Can Airtel deliver after re-structuring?

Two days after Bharti Airtel paid the last tranche of $700 million to Zain for purchase of its Africa assets worth a total of $10.8 billion, which made Airtel the world’s fifth largest mobile operator with over 180 million subscribers in 18 nations in Asia and Africa, the operator announced its plans to merge its mobile, DTH, fixed line and broadband businesses.

The move, targeted at boosting efficiency and expertise, and cutting capital and overhead losses, by bringing all units under central governing may have more negative impact, than positive. While the obvious impact of the move puts over 2,000 staff jobs on the line (who have been promised recruitment in other African units), there may be more severe effects of such a move. 

Over the last few years, Airtel moved a part of its employees to managed services companies such as Ericsson, Alcatel-Lucent and others as part of their managed service deal. This kind of reshuffling has already affected the company’s resources.

There are also speculations that Manoj Kohli will be returning to India from Africa to look after the combined Airtel.

Airtel’s pay out towards 3G-BWA licence in India was huge. The 3G business is not growing in line with the licence fee and expectations. The company is yet to finalize its BWA plans. Industry feels that Airtel will compete with Mukesh Ambani’s Reliance Industries when the latter launches LTE services using the BWA spectrum.

Mobile, DTH, fixed-line and broadband make up 90 percent of Airtel’s business together, yet have been having varying degrees of success, in terms of profit margins on their own – not to mention the various legislations and complications that are unique to each.

The operator continues to hold its number one position in the Indian market – but its profits have steadily fallen, thanks to growing competition from a saturated market with low ARPUs and lower tariffs. The African dream failed to provide the telco with expected revenues due to infrastructure and vendor ecosystem costs, and a lack of expertise in a dynamic multi-cultural new market with 16 countries. Airtel Africa reported revenues of $924 million, contributing to a total net income of $314 million for Q4 FY 11 for Bharti Airtel, a 32.6 percent decrease in net profits, since the last fiscal.

The company believes a strategic outsourcing model, in which key functions such as networks, technology and customer services will be outsourced to specialist vendors, will solve this issue. However, regulations and scheme of day-to-day operations are diversely different for the above three, and hence may suffer if clubbed together.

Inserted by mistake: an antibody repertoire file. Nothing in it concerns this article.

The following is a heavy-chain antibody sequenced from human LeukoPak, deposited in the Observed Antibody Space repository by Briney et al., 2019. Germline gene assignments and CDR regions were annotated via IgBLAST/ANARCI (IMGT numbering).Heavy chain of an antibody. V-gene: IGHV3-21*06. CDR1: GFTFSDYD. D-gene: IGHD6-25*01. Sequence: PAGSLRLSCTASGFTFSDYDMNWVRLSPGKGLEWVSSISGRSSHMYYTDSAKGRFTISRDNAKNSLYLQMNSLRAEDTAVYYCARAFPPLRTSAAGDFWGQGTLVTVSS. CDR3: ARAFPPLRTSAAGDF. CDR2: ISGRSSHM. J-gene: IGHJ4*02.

Airtel Digital TV has a little over 5 million customers, out of a market of 30 million in the 21 months since its full scale national operations. However, the DTH market in India has its own set of regulations, and is at constant loggerheads with cable service providers, that threaten its very existence.

With BWA rollout on the cards, Airtel’s broadband services which are doing reasonably well so far, may be caught in a clash for the choice to roll-out TD-LTE or WiMax. With 3G gaining ground, mobile broadband will definitely lead the way for the Internet revolution in India. Bharti Airtel launched 3G services across 10 cities and has crossed figure of half a million 3G customers across India, as of April 2011. 3G can no doubt boost the operator’s mobile revenues, but will cut its fixed line growth. Needless to say, Airtel’s fixed line services will need another plan of action.

Market analysts say that this major clubbing of assets is necessary for the operator to maintain its falling market share, and will help it to cut losses, while giving the company centralized stability and ease of operation.

While I agree that the businesses are diverse, I think converged players like Airtel have to use the benefits of the ability to offer multiple services as a differentiator. By offering service bundles they can look at reducing churn, especially amongst higher end customers,” said Kunal Bajaj, partner and director, Analysys Mason.

However, as was the case with Africa, where Airtel tried to repeat its India success story by trying to enforce the same moves there in vain, this move to combine such diverse businesses under one roof, may lead to further drop in revenues – and rather than unifying operations, might rather divide interests of employees, stakeholders, vendors and others with vested interests.

By Beryl M

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